From the start of 2021, gig-economy giant Uber has been involved in legal battles coupled with an industry that has been hit particularly hard by COVID-19.
The global pandemic affected virtually every sector of the gig economy, especially because of the lockdowns. Restriction of movement meant a significant drop in demand for rides. So much that most drivers left the platform as the businesses was no longer financially viable at the time. Riders were reported to be waiting for hours for a cab as there were not enough drivers.
However, what has been most hurtful to Uber has been the legal battles it has been embroiled in for the better part of this year. Uber has been fighting on multiple fronts as it struggles to maintain the contract structure with its drivers.
Uber had not been treating its drivers fairly for a long time. Since its early days as a ‘disruptor’ in the taxi industry, Uber had faced quite a lot of criticism about the way it paid its drivers. This is the main reason only 4% of drivers still remain after one year of service according to a report on The Information.
Over time loyal drivers got tired of this exploitative system and have been struggling tooth and nail for more benefits. To be more specific, drivers have been seeking to be classified as employees rather than independent contractors, which would qualify them for employee perks like healthcare insurance and retirement benefits.
Uber, along with other cab-hailing platforms like Lyft, have been fiercely opposed to their drivers’ demands. And understandably so. Acquiescing to those demands would significantly increase their operating costs. A San Francisco Chronicle article said that classifying its drivers as employees would increase operational costs by about 30%.
The result has been numerous legal battles fought over different countries where Uber is operational.
In Belgium, the Brussels local government banned any drivers from using their smartphones to accept new trips. This effectively put Uber and 2000 drivers working on the platform out of business in the Belgium capital. This was after Uber found a work around a ban put on one of its sister services, UberPop.
The ban was minor compared to the recent UK Supreme Court ruling which stated that Uber drivers are workers rather than independent contractors. This means that drivers are closer to being classified as official employees with access to benefits like security.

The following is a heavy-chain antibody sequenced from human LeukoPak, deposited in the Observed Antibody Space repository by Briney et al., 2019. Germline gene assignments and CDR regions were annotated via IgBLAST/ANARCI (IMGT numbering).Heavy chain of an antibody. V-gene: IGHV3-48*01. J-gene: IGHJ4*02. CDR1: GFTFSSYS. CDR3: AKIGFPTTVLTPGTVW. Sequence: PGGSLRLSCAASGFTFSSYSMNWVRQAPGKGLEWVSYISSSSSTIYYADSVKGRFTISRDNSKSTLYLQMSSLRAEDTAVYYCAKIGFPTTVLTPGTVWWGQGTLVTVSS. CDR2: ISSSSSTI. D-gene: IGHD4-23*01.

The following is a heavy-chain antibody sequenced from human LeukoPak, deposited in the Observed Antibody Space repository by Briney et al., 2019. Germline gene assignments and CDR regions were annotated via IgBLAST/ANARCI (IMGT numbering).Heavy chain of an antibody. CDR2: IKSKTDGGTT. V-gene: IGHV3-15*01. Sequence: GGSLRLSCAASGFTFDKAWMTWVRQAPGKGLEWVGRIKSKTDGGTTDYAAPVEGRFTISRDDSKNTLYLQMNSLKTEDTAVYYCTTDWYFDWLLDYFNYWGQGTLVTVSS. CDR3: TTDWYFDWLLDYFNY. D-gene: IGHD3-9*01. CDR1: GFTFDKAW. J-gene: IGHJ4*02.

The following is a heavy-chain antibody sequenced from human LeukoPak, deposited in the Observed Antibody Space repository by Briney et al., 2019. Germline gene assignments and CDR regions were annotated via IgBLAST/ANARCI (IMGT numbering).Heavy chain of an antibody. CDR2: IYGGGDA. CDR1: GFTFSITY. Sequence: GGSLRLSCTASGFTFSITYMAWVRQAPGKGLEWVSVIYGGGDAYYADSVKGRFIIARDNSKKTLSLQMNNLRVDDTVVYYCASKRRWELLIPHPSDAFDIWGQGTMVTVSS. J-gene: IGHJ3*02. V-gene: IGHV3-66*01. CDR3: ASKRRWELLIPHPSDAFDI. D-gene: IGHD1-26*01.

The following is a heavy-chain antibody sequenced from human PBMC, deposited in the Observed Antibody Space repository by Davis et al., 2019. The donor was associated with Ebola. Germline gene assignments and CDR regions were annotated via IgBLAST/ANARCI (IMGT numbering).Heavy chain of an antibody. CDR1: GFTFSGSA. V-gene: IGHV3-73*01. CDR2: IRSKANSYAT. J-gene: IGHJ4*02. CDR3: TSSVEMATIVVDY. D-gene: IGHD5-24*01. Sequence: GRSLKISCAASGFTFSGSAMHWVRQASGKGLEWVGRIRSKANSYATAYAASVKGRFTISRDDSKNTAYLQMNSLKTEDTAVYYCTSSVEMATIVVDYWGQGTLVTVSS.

In California however, Uber and fellow ride-hailing platforms had a rare victory after Proposition 222 was passed. After a million-dollar campaign the public voted yes on the law that would keep the classification of drivers as independent contractors.
While the California win gave Uber some breathing space, it was not a quick fix for its low revenues in the past year. It certainly did not help with its publicity either. Today Uber is known as a company that exploits its ‘employees’ i.e. drivers.
Surviving the Storm
To survive, Uber has employed various tactics to get the best out of its business model.
For instance, in the low season during COVID, the gig-economy behemoth was forced to lower driver rates of payment. An article at thenextweb.com describes drivers complaining of wages being reduced by up to 50%.
On the other hand, post-cCorona, the company is offering bonuses and a list of different perks to new drivers to encourage others to sign up as the global gig-economy slowly re-opens. The company plans to spend about $250 million in perks in the US to motivate drivers to come back to work. New drivers are reported to be earning even higher than the pre-corona years.
A report by Reuters however says that this won’t last forever. Earnings are reported to go back to normal after the initial bump.
What’s more, these bonuses don’t seem to be working as they should. A report by The Rideshare Dude on Twitter showed that prices for riders have been hiked by up to 40% due to lack of enough drivers.
Moreover, this surge in prices has not resulted in a significant increase in driver earnings. This shows that Uber has no intention of really increasing their drivers’ earnings, the pay bump for new drivers was only an attraction that was never going to last.
Matthew Beadham captures this phenomenon brilliantly saying:
“I’d like to take this moment to point out a fallacy Uber often sells to its drivers: that they have the freedom to choose when and how they work.
Ultimately, they don’t. They work when the market requires them to, when they are incentivized to, and when there is demand. The notion that drivers have total control over when they work, is a misnomer. Free will doesn’t exist.“
Uber also had to sell parts of its gig-economy divisions so that they could focus on its core business, ride-hailing. It’s ambitious flying taxi arm was sold to Joby Aviation, a Californian Startup, for a profit. They however struck a deal such that if flying taxis did become a reality the company would be able to offer them as a service.
The gig-economy giant employed the same strategy in selling off its self-driving taxi division, Advanced Technologies Group (ATG) to Aurora. Here Uber invested $400 million for 26% of Aurora. This would grant them exclusive access to Aurora’s self-driving technology and assets in case it becomes a reality.